Greenwich time to remain Greenwich time

In light of my post earlier today about the discrepanices between 'real time' and 'clock time' (or 'social time'), it is heartening that the Parliament in the U.K. wisely decided not to switch their clocks to the time the rest of Europe observes. If they did, they would be seriously out of whack. After all, at Zero Meridian in Greenwich (yup, I stood astride it, of course), midnight is really midnight - it is the middle of the time zone. Resetting it by one hour would put the Brits at the far Western edge of another time zone and they would always experience true midnight a long time (60-120 minutes!) after the clocks say it is midnight (the same goes for dawn, noon, dusk and any other time).

Now, if they (and us and everyone else) could only decide not to go through the twice-annual ritual of re-setting the official clocks by one hour (Spring forward, Fall back), that would save a lot of lives....

More like this

First 'encyclopedia' of nuclear receptors reveals organisms' focus on sex, food: Organisms thrive on sex and food, and so do their cells' receptors. In creating the first "encyclopedia" of an entire superfamily of nuclear receptors - proteins that turn genes on and off throughout the body - UT…
In this post: the large version of the Technology channel photo, comments from readers, and the best posts of the week. Control panel of a Soviet B-39 submarine in San Diego, California. From Flickr, by Jeff Kubina Reader comment of the week: In Memo to Windows Vista, Chad of Uncertain…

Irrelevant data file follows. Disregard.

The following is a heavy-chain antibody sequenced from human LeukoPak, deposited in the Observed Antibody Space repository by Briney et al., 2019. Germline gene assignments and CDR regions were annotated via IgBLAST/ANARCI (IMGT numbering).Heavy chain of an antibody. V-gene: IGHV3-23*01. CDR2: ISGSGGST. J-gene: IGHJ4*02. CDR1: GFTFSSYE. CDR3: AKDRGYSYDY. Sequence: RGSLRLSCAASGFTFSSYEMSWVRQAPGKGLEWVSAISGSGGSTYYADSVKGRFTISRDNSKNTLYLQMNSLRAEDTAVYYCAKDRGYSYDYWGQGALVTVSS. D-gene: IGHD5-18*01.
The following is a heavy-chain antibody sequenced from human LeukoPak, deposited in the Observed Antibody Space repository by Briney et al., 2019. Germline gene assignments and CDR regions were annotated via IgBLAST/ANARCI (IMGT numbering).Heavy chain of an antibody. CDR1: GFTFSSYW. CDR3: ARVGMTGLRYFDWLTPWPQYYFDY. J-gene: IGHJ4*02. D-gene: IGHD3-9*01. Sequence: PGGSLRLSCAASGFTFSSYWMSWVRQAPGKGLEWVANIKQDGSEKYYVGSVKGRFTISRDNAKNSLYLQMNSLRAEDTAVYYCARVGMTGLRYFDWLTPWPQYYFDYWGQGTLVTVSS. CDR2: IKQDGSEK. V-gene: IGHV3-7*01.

This is the second in a series of posts on the analysis of entrainment, originally written on April 10, 2005. The natural, endogenous period of circadian rhythms, as measured in constant conditions, is almost never exactly 24 hours. In the real world, however, the light-dark cycle provided by the…
This is the second in a series of posts on the analysis of entrainment, originally written on April 10, 2005. The natural, endogenous period of circadian rhythms, as measured in constant conditions, is almost never exactly 24 hours. In the real world, however, the light-dark cycle provided by the…

Actually, it is UTC time. GMT stopped being kept by the Greenwich Observatory in 1990, for budgetary reasons, when the function was taken over by the BBC, using GPS to estimate UTC.

The old argument about time changes! The problem is that the north of England, let alone Scotland, just doesn't have enough daylight hours in winter. So if the clocks stayed on summer time all year round the accidents would just happen in the morning instead of the evening.

They make up for it in the summer - I am one of the few people in the US who feels light deprived in June. Where are my 17 h plus of daylight?

I've always been annoyed by the GMT/UTC+1 standard for (parts of) mainline Europe 'cuz (those parts of) mainland Europe are more naturally in the Greenwich zone. E.g., I am currently in Montpellier, France, at approximately Longitude 3° 26' East, sufficiently close to the Prime Meridian to make UTC more natural. But I'm stuck with UTC+1 .... grumble grumble .....